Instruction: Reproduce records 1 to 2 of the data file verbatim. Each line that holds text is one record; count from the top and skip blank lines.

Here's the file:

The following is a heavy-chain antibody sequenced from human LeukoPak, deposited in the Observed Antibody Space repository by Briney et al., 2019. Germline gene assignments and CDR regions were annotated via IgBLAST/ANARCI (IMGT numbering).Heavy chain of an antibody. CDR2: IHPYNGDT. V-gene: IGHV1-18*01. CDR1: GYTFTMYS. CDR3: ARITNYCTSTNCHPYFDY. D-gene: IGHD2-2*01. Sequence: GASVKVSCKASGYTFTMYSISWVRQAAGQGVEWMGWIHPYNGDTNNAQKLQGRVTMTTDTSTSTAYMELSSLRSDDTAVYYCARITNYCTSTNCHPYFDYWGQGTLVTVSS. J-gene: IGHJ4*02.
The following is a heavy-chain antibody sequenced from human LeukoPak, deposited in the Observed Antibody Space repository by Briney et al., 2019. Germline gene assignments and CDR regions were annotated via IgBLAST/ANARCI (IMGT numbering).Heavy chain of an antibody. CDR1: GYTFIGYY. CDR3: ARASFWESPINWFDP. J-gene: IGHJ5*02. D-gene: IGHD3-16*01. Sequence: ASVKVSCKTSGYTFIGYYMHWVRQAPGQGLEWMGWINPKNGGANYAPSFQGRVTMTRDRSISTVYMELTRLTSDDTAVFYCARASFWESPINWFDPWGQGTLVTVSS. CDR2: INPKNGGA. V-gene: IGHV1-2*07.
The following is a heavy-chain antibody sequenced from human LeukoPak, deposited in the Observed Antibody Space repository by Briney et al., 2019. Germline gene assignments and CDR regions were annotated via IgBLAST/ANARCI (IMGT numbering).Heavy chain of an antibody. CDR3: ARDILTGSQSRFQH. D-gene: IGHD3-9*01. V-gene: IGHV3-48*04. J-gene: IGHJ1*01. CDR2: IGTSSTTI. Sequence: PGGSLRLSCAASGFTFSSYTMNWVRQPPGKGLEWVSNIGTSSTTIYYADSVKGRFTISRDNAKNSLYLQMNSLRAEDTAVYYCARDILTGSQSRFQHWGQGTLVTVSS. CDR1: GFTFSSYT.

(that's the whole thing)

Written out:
The following is a heavy-chain antibody sequenced from human LeukoPak, deposited in the Observed Antibody Space repository by Briney et al., 2019. Germline gene assignments and CDR regions were annotated via IgBLAST/ANARCI (IMGT numbering).Heavy chain of an antibody. CDR2: IHPYNGDT. V-gene: IGHV1-18*01. CDR1: GYTFTMYS. CDR3: ARITNYCTSTNCHPYFDY. D-gene: IGHD2-2*01. Sequence: GASVKVSCKASGYTFTMYSISWVRQAAGQGVEWMGWIHPYNGDTNNAQKLQGRVTMTTDTSTSTAYMELSSLRSDDTAVYYCARITNYCTSTNCHPYFDYWGQGTLVTVSS. J-gene: IGHJ4*02.
The following is a heavy-chain antibody sequenced from human LeukoPak, deposited in the Observed Antibody Space repository by Briney et al., 2019. Germline gene assignments and CDR regions were annotated via IgBLAST/ANARCI (IMGT numbering).Heavy chain of an antibody. CDR1: GYTFIGYY. CDR3: ARASFWESPINWFDP. J-gene: IGHJ5*02. D-gene: IGHD3-16*01. Sequence: ASVKVSCKTSGYTFIGYYMHWVRQAPGQGLEWMGWINPKNGGANYAPSFQGRVTMTRDRSISTVYMELTRLTSDDTAVFYCARASFWESPINWFDPWGQGTLVTVSS. CDR2: INPKNGGA. V-gene: IGHV1-2*07.